A common complaint these days concerns Main Street's absence from the regulatory debate under way between Wall Street and Washington. But that's hardly the case at the federal courthouse on 500 Pearl St. in New York.
Here, on the 14th floor inside the chambers of U.S. District Judge Jed S. Rakoff, a jury presides over Terra Firma Capital Partners Ltd. versus Citigroup Inc. And, of its nine members, there's not a Wall Street suit among them. Nor even, it would seem, an Upper East Side sensibility.
If anything, the jury appears Upper West Side eclectic. Or, if not exactly that, it projects a blue-collar earnestness and a collective amicability more commonly seen in boroughs other than Manhattan.
Their vocations, which range from doorman to charity worker to legal secretary, are a far cry from those on display under testimony. Yet, if the trial goes to term, the verdict reached by these jurors will redefine the careers of the big shots they've been summoned to adjudicate.
For those who don't know the backstory, one of the big shots is private equity player Guy Hands, whose London-based Terra Firma won EMI Group plc at auction in May 2007. The other is investment banker David Wormsley, who as Citi's London-based rainmaker on the EMI deal allegedly goaded Terra Firma into paying double what Hands now believes the U.K. record company is worth.
That Hands and Wormsley were once high-flying friends who used to hunt together on Hands' Italian estate gives the trial more texture than your standard deal-gone-bad story. So do their high-profile attorneys: David Boies of Boies, Schiller & Flexner LLP, whom The Independent in London designates "America's most famous litigator," represents Hands and Terra Firma; Ted Wells of Paul, Weiss, Rifkind, Wharton & Garrison LLP advocates just as masterfully for Wormsley and Citi.
Fears that the jurors might not grasp the trial's dealmaking intricacies emerged at the get-go. But the judge quickly doused them by identifying himself as "a huge fan of the jury system." Most cases boil down to "credibility contests," Rakoff explained, thus rendering "everyday folks with everyday experience" perfectly suitable to make such deliberations.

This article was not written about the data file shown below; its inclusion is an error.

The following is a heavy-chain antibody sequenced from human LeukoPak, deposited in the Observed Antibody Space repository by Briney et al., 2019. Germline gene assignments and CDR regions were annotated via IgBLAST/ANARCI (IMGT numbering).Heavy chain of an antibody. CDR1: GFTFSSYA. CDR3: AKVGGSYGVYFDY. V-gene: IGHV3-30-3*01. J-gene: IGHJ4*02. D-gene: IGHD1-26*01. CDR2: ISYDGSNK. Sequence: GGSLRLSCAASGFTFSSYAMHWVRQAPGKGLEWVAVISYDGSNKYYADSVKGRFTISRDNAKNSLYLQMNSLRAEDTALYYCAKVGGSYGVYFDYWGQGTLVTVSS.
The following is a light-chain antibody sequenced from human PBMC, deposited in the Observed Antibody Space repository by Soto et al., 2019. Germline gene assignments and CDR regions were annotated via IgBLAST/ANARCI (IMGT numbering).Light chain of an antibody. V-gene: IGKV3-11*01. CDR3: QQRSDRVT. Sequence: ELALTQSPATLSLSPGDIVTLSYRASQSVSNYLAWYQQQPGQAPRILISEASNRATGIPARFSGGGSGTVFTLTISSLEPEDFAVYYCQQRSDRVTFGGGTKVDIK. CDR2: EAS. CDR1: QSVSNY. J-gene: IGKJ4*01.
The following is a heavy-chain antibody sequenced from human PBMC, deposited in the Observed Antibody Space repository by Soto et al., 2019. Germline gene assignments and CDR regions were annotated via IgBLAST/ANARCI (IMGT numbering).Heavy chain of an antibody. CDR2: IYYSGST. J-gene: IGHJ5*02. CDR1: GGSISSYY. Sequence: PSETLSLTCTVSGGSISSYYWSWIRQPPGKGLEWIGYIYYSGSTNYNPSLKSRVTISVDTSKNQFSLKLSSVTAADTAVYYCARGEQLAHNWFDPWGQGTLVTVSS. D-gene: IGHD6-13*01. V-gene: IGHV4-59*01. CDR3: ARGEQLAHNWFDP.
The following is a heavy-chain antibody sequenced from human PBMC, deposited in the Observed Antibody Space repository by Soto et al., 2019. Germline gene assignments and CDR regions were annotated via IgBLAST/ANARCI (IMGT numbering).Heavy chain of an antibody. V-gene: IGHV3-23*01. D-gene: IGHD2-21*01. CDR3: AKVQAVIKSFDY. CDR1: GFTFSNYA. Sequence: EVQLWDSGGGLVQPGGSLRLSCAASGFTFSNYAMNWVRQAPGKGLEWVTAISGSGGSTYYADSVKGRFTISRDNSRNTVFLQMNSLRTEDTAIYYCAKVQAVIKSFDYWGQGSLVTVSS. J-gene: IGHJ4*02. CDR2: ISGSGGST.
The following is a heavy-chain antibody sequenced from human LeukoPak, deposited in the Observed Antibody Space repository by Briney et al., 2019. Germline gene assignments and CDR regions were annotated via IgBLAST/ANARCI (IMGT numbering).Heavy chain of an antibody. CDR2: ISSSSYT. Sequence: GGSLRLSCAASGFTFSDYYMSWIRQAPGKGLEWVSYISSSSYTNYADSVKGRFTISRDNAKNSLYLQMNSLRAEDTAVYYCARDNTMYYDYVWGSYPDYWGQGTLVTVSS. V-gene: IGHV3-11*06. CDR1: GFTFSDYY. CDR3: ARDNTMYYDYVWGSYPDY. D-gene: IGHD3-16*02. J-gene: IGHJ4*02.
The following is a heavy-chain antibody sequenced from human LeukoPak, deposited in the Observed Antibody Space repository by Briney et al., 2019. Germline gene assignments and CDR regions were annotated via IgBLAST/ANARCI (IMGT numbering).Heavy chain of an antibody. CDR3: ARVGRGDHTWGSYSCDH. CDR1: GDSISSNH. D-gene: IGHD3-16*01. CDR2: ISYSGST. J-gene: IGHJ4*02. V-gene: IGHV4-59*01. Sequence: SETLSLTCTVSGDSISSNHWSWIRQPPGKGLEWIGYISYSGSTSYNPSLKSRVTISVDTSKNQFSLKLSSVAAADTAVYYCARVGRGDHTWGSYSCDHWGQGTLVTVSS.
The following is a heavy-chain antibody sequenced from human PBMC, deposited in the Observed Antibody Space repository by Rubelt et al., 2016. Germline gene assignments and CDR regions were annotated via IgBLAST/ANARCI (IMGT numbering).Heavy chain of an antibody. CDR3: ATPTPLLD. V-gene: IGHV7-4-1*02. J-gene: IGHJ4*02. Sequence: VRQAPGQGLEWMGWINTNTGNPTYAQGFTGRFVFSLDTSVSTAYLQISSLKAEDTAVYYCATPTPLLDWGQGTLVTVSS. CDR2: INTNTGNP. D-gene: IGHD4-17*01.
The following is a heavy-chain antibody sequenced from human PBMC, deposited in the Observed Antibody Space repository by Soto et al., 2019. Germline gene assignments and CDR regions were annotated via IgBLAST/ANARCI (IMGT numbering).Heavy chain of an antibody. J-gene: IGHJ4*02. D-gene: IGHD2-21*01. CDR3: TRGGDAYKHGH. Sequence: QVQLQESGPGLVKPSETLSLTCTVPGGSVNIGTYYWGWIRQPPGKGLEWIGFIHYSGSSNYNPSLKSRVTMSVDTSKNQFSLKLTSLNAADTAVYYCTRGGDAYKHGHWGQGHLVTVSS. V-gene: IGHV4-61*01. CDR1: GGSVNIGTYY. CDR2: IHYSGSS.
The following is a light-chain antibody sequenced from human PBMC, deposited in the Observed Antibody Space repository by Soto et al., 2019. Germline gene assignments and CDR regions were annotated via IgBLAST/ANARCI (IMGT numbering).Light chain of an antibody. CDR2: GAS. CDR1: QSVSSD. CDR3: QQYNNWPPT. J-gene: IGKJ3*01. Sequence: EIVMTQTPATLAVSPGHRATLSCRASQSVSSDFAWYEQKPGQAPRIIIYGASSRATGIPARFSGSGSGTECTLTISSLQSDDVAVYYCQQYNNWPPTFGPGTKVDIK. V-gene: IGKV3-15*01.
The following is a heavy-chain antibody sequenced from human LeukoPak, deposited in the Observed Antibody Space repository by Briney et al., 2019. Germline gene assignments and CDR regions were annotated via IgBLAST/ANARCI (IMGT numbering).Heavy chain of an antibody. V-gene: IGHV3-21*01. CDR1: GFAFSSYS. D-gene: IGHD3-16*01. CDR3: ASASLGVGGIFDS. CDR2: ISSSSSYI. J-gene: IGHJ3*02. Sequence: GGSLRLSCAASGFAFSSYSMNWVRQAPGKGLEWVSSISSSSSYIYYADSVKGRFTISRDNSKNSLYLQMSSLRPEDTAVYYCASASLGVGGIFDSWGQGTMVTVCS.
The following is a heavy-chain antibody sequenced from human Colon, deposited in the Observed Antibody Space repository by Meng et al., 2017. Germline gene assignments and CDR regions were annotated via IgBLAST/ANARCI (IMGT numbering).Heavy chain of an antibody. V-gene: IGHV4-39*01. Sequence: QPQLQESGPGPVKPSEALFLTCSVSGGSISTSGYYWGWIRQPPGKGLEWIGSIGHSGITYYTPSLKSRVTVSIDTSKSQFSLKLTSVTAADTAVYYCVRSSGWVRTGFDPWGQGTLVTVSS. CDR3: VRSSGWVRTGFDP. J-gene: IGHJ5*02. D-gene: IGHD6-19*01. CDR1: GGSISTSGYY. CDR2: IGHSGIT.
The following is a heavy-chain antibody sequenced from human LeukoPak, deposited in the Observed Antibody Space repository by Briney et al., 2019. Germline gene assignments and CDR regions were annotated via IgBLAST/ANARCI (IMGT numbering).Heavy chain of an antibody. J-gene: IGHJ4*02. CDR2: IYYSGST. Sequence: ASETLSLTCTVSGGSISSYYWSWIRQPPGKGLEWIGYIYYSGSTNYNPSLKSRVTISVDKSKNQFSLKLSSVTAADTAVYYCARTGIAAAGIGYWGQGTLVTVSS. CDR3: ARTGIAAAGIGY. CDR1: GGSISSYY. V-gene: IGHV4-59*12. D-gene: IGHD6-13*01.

Last week, the second in a trial expected to last at least three, the judge returned to the subject. Having since had days to observe the case's jurors "very carefully," he said, "they have been all very, very focused on all the testimony, all the exhibits. So any doubts on that subject, which I think were previously put to rest, in any event have totally now been put to rest."
The jurors, in fact, are holding up better than some of the trial's spectators. Hands bears a passing resemblance to Austin Powers, dressed not as an international man of mystery but as a City executive. He might have become an actor, too, were it not for his dyslexia, a learning disorder, and his dyspraxia, a motor disorder. And while his recounting of the afflictions elicits sympathy, it also conveniently explains his lacking "notes" about being duped by the banker he considered his friend.
Wormsley, for his part, appears as tight with words as banks were with TARP money. Even early into his time on the stand, the defendant's refrain that he talked only about the "financing" of EMI during critical phone calls with Hands -- rather than such urgencies as what price Terra Firma had to pay, when to pay it and whom that price had to beat -- promises to get as wearisome as Hands' repeated claims of being deceived.
The legal tedium does not detract from the trial's import, however. Whatever the jury determines will be writ large -- and should be writ large -- for dealmakers of all stripes.
That is, if the jury decides for the plaintiff, the dealmaking community must reorganize itself away from the conflicts of interest so manifest in Terra Firma v. Citi. It must also establish protocols that limit lies, hyperbole and even innocent misrepresentation between bankers and clients.
And if the jury decides for the defendant, auction participants must recognize their world as having become even more caveat emptor. Whatever bids they submit should reflect only where due diligence takes them and deflect any sort of deal deadline hearsay.
Either way, the outcome is too important to be left to Wall Street or to Washington. It belongs where it is: right here on Main Street.
Richard Morgan covers media for The Deal magazine.